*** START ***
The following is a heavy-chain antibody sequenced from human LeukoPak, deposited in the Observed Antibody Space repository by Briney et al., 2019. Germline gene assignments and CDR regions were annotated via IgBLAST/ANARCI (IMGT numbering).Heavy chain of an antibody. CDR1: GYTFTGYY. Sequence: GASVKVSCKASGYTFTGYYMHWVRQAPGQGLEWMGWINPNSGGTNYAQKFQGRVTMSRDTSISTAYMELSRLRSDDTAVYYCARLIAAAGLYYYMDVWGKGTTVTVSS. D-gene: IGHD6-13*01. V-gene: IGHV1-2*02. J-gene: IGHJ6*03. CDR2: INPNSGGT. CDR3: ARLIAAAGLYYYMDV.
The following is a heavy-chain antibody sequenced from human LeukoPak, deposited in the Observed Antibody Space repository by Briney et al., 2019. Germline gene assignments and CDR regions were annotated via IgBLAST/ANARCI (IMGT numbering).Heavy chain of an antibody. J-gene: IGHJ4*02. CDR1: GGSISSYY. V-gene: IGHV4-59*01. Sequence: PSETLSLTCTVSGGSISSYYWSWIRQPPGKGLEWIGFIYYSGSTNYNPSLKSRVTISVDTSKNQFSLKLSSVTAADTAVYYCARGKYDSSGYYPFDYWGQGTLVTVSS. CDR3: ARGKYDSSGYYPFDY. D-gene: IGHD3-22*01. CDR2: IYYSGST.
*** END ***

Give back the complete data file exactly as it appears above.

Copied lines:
The following is a heavy-chain antibody sequenced from human LeukoPak, deposited in the Observed Antibody Space repository by Briney et al., 2019. Germline gene assignments and CDR regions were annotated via IgBLAST/ANARCI (IMGT numbering).Heavy chain of an antibody. CDR1: GYTFTGYY. Sequence: GASVKVSCKASGYTFTGYYMHWVRQAPGQGLEWMGWINPNSGGTNYAQKFQGRVTMSRDTSISTAYMELSRLRSDDTAVYYCARLIAAAGLYYYMDVWGKGTTVTVSS. D-gene: IGHD6-13*01. V-gene: IGHV1-2*02. J-gene: IGHJ6*03. CDR2: INPNSGGT. CDR3: ARLIAAAGLYYYMDV.
The following is a heavy-chain antibody sequenced from human LeukoPak, deposited in the Observed Antibody Space repository by Briney et al., 2019. Germline gene assignments and CDR regions were annotated via IgBLAST/ANARCI (IMGT numbering).Heavy chain of an antibody. J-gene: IGHJ4*02. CDR1: GGSISSYY. V-gene: IGHV4-59*01. Sequence: PSETLSLTCTVSGGSISSYYWSWIRQPPGKGLEWIGFIYYSGSTNYNPSLKSRVTISVDTSKNQFSLKLSSVTAADTAVYYCARGKYDSSGYYPFDYWGQGTLVTVSS. CDR3: ARGKYDSSGYYPFDY. D-gene: IGHD3-22*01. CDR2: IYYSGST.